The Welsh language election debate
English speakers: there's a whole other political debate about the UK election taking place in the Welsh language. But it's not particularly large.
More than half a million people speak Welsh, it's been a language of politics and government since the Welsh Assembly was created in 1998, and the Welsh nationalist party Plaid Cymru has been visible across the UK media in the run up to the general election on 7 May. But on social platforms it seems that very few speakers are choosing to take part in political discussions online - at least in the Welsh language.
The hashtag #Etholiad2015 (Election 2015) is being used by Welsh commentators to highlight general election content, but over the last month it has only been used about 200 times, mostly by journalists and political candidates. The Welsh political parties have slightly more welly online, but the numbers aren't hugely impressive. The term "Llafur" (Labour) has been used 1,600 times, "Ceidwadwyr" (Conservatives) has been used 413 times, "Democratiaid Rhyddfrydol" (Liberal Democrats) has been used 120 times, and UKIP, which is the same in Welsh and English, has had 993 Welsh language tweets. Meanwhile "Plaid Werdd" and "Y Blaid Werdd" (both names for the Green Party) have been mentioned a total of 68 times.
In all of these cases, the Welsh speakers using these terms are mostly political candidates or Welsh-speaking journalists. The exception to this rule is Plaid Cymru. Their party name has featured in 53,000 tweets since the start of the election - but only 7,000 of these tweets were actually written in Welsh.
The inclusion of party leader Leanne Wood in several TV debates has generated discussion among Welsh speakers on social media. From tweets alone, then, voters outside Wales could be forgiven for thinking that Plaid Cymru is a dominant force, but that's not actually true: at the last general election the party only won three seats in Wales, while Labour won 26, the Conservatives eight and the Liberal Democrats three. In the most recent Welsh Assembly elections in 2011 Plaid lost vote share, dropping down to third behind Labour and the Tories.
The relatively high numbers for the term UKIP in Welsh tweets does not necessarily reflect widespread support for the party. Most of the comments about the party were from Plaid Cymru supporters and referenced a specific moment in the Leaders' Debate, when Leanne Wood sparred with Nigel Farage over immigration.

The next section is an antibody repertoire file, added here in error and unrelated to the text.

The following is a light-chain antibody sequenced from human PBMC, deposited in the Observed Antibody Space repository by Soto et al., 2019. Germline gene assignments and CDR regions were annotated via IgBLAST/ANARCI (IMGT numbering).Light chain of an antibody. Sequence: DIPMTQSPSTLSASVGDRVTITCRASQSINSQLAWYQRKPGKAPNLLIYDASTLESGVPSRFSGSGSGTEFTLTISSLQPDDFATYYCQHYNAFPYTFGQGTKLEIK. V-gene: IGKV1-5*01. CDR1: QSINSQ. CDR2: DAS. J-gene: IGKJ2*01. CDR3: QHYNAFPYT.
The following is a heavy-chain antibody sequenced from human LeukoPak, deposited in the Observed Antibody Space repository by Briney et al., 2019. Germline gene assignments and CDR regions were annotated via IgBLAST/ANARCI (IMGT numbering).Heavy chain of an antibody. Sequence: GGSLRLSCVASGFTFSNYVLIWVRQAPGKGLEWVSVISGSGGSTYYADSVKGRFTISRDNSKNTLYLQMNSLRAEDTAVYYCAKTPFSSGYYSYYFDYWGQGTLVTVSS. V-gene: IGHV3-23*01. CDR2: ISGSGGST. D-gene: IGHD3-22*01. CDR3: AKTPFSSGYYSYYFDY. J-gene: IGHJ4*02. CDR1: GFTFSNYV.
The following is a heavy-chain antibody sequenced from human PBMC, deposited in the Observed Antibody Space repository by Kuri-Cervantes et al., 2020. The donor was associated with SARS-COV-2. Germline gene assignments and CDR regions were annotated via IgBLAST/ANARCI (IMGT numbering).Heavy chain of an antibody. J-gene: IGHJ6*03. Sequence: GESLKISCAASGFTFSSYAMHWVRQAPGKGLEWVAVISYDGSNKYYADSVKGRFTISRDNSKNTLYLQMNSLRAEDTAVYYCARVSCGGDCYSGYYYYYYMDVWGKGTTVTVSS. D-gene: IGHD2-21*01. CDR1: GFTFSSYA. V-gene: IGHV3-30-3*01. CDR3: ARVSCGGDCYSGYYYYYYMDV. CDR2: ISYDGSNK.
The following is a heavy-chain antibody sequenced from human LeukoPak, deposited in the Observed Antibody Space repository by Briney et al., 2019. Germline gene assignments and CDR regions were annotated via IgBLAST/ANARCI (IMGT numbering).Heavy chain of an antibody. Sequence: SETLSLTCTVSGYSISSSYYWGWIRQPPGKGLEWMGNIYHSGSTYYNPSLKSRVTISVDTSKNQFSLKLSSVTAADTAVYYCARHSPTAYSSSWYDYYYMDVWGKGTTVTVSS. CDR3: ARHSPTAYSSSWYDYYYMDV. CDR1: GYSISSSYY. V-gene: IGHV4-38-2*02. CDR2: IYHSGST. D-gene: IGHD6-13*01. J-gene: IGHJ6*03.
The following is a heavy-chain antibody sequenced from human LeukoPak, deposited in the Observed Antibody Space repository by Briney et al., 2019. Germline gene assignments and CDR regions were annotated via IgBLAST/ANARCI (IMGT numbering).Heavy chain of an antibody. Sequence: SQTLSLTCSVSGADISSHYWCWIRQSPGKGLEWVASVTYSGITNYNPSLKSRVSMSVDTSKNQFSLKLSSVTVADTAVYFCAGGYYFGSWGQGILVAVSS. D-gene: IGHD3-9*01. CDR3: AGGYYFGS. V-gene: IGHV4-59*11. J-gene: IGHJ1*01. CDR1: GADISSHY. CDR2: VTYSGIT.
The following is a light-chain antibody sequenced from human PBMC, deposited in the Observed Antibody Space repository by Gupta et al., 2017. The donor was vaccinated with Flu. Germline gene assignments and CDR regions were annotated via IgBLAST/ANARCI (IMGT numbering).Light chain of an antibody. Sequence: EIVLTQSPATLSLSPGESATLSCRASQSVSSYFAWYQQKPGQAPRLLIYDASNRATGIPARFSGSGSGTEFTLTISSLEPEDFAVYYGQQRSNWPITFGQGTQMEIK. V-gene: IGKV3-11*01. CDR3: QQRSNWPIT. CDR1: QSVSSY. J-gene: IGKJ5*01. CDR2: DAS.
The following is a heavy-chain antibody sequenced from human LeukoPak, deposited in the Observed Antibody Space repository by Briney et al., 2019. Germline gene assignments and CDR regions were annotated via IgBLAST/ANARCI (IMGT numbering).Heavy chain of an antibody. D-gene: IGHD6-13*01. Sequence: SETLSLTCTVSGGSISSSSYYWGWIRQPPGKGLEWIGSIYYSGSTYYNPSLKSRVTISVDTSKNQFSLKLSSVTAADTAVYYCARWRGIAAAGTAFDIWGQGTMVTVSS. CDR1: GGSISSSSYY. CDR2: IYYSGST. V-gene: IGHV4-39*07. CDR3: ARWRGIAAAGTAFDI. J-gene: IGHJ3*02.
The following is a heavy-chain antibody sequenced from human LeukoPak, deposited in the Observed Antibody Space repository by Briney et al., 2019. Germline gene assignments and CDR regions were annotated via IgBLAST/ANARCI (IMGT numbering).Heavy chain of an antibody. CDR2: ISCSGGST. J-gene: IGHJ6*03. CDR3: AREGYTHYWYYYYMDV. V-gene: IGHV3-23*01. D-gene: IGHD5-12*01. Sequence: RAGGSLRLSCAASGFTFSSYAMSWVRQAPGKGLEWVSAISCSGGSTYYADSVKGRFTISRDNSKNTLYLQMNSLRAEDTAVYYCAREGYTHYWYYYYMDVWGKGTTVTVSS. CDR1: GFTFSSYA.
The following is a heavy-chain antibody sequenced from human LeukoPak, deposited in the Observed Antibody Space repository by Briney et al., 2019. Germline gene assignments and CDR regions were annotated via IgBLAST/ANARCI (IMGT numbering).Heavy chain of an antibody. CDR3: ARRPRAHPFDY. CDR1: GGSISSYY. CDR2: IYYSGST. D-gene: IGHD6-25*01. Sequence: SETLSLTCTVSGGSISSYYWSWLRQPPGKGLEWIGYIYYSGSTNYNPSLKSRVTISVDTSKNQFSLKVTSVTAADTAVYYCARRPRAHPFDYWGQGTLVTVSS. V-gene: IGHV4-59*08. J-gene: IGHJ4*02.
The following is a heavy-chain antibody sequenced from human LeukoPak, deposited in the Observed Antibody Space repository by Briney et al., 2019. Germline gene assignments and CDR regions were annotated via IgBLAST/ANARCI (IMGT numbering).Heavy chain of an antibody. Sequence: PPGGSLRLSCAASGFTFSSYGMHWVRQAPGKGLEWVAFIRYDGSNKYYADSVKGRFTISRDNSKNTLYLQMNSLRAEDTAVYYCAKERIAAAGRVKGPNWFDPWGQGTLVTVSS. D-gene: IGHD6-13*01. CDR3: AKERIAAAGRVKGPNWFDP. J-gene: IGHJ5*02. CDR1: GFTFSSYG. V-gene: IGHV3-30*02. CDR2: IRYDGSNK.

On Facebook the lack of political discussion in the Welsh language is even more stark. Welsh Labour has only posted two updates in Welsh on its official Facebook page, and both posts drew large numbers of comments asking for an English version of the update. The Welsh Conservatives and the Welsh Liberal Democrats haven't posted any updates in Welsh. Only Plaid Cymru releases two updates on every story, one in English and one in Welsh. UKIP and the Green Party do not have any Facebook pages solely dedicated to their Welsh campaigns.
Aran Jones, a Welsh speaker and co-founder of a Welsh learner's podcast told BBC Trending that Welsh speakers are using English to engage in politics because social media platforms militate against people who use a minority language. "I can think of only a dozen people who are only tweeting in Welsh to a Welsh speaking audience," he said.
According to Jones, it's only in the past six or seven years that English, rather than Welsh, dominated political discussion online. "Before Facebook really took off, lots of Welsh speakers used the chat room maes-e.com, and because the whole platform was written in Welsh, people only wrote in Welsh," he says. "Now most of those users have moved to Facebook and operate bilingually when discussing politics."
It's the parties themselves that have most influence on which language is used, he says. "When a party tweets in Welsh, people seem to respond in Welsh. Political parties make sweeping generalisations that all people who speak Welsh must be Plaid supporters, because they are the party who tweets the most in Welsh, but that simply isn't the case."
Blog by Hannah Henderson
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